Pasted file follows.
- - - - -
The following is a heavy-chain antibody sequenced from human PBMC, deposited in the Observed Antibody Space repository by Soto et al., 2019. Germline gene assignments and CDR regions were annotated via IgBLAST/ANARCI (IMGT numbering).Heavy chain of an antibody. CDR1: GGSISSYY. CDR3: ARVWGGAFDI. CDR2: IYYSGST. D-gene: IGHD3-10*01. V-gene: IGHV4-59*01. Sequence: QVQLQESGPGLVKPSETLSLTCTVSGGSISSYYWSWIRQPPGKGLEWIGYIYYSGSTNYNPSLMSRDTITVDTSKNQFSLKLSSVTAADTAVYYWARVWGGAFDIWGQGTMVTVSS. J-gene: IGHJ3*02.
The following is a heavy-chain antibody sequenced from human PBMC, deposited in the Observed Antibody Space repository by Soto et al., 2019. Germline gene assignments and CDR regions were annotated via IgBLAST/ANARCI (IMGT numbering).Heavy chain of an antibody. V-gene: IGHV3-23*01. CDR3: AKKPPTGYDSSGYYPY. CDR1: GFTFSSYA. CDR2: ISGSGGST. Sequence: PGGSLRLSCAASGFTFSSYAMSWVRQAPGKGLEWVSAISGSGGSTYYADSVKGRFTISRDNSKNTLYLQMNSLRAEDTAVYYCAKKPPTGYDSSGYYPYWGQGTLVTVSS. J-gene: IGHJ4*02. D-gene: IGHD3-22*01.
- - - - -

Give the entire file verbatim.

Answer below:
The following is a heavy-chain antibody sequenced from human PBMC, deposited in the Observed Antibody Space repository by Soto et al., 2019. Germline gene assignments and CDR regions were annotated via IgBLAST/ANARCI (IMGT numbering).Heavy chain of an antibody. CDR1: GGSISSYY. CDR3: ARVWGGAFDI. CDR2: IYYSGST. D-gene: IGHD3-10*01. V-gene: IGHV4-59*01. Sequence: QVQLQESGPGLVKPSETLSLTCTVSGGSISSYYWSWIRQPPGKGLEWIGYIYYSGSTNYNPSLMSRDTITVDTSKNQFSLKLSSVTAADTAVYYWARVWGGAFDIWGQGTMVTVSS. J-gene: IGHJ3*02.
The following is a heavy-chain antibody sequenced from human PBMC, deposited in the Observed Antibody Space repository by Soto et al., 2019. Germline gene assignments and CDR regions were annotated via IgBLAST/ANARCI (IMGT numbering).Heavy chain of an antibody. V-gene: IGHV3-23*01. CDR3: AKKPPTGYDSSGYYPY. CDR1: GFTFSSYA. CDR2: ISGSGGST. Sequence: PGGSLRLSCAASGFTFSSYAMSWVRQAPGKGLEWVSAISGSGGSTYYADSVKGRFTISRDNSKNTLYLQMNSLRAEDTAVYYCAKKPPTGYDSSGYYPYWGQGTLVTVSS. J-gene: IGHJ4*02. D-gene: IGHD3-22*01.